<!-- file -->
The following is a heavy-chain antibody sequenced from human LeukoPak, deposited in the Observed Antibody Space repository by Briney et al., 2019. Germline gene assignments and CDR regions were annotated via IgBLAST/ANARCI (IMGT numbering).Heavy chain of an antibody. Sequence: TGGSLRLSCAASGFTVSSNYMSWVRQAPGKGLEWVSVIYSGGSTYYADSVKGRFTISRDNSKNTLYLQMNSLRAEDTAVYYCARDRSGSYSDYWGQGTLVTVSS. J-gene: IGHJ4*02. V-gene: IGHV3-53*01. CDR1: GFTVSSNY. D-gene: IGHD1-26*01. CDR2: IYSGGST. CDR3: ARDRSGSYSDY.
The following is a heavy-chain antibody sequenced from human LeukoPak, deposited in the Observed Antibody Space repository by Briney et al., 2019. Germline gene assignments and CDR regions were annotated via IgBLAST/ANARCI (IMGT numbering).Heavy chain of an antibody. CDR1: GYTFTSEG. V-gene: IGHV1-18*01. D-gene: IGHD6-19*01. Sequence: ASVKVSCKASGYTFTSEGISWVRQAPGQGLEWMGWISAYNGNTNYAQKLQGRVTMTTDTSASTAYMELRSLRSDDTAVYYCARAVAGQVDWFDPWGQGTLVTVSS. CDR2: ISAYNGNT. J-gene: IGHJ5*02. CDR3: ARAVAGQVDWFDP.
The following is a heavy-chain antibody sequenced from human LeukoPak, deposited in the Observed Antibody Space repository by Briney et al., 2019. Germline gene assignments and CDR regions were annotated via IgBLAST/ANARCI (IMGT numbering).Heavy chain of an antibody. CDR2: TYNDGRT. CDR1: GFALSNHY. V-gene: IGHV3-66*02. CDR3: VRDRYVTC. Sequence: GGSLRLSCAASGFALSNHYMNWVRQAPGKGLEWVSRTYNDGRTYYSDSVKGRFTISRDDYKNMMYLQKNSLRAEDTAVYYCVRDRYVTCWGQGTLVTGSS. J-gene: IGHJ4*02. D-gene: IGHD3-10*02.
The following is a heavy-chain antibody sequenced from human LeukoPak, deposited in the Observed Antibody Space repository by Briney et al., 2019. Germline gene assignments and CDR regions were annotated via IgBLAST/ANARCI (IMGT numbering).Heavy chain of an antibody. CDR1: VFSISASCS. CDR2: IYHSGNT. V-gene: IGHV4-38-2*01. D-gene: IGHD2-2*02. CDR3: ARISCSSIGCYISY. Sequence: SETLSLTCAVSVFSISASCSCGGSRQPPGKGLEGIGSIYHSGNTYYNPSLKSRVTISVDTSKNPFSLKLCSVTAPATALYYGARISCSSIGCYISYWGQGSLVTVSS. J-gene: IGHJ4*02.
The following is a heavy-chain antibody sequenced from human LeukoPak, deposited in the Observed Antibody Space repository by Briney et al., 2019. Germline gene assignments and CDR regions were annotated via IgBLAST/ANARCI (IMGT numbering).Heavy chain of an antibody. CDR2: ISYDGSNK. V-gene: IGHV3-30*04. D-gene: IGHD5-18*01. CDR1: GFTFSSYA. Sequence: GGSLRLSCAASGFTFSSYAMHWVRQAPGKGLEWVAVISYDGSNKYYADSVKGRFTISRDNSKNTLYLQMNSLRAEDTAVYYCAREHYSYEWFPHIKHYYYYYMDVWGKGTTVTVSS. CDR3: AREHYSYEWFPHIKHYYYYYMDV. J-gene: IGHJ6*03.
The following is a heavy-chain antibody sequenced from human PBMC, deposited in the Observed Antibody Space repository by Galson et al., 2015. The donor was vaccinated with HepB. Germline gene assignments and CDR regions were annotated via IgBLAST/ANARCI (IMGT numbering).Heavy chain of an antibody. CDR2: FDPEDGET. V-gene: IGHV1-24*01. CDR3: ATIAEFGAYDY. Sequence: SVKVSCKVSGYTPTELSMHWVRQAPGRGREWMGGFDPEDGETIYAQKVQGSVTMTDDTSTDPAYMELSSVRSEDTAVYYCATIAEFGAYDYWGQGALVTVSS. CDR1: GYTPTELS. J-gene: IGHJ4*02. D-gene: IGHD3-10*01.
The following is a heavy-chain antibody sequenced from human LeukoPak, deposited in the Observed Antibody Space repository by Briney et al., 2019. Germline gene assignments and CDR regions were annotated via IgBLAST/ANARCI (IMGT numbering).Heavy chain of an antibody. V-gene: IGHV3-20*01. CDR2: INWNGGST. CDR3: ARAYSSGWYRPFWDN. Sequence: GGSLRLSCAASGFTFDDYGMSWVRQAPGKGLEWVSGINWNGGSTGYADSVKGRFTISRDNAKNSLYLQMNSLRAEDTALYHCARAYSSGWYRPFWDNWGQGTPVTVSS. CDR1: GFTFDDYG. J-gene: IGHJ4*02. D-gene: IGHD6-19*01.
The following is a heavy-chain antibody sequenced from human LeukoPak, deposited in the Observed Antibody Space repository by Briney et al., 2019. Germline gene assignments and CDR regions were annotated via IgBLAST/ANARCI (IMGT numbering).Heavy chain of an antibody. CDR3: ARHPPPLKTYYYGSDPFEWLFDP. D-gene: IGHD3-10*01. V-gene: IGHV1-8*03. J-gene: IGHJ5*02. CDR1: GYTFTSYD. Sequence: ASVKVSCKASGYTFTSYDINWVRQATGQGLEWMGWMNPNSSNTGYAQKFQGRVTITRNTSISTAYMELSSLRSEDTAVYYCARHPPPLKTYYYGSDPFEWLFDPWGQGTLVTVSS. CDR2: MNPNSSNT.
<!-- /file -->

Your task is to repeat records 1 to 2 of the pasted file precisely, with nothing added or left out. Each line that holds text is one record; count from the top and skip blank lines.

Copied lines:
The following is a heavy-chain antibody sequenced from human LeukoPak, deposited in the Observed Antibody Space repository by Briney et al., 2019. Germline gene assignments and CDR regions were annotated via IgBLAST/ANARCI (IMGT numbering).Heavy chain of an antibody. Sequence: TGGSLRLSCAASGFTVSSNYMSWVRQAPGKGLEWVSVIYSGGSTYYADSVKGRFTISRDNSKNTLYLQMNSLRAEDTAVYYCARDRSGSYSDYWGQGTLVTVSS. J-gene: IGHJ4*02. V-gene: IGHV3-53*01. CDR1: GFTVSSNY. D-gene: IGHD1-26*01. CDR2: IYSGGST. CDR3: ARDRSGSYSDY.
The following is a heavy-chain antibody sequenced from human LeukoPak, deposited in the Observed Antibody Space repository by Briney et al., 2019. Germline gene assignments and CDR regions were annotated via IgBLAST/ANARCI (IMGT numbering).Heavy chain of an antibody. CDR1: GYTFTSEG. V-gene: IGHV1-18*01. D-gene: IGHD6-19*01. Sequence: ASVKVSCKASGYTFTSEGISWVRQAPGQGLEWMGWISAYNGNTNYAQKLQGRVTMTTDTSASTAYMELRSLRSDDTAVYYCARAVAGQVDWFDPWGQGTLVTVSS. CDR2: ISAYNGNT. J-gene: IGHJ5*02. CDR3: ARAVAGQVDWFDP.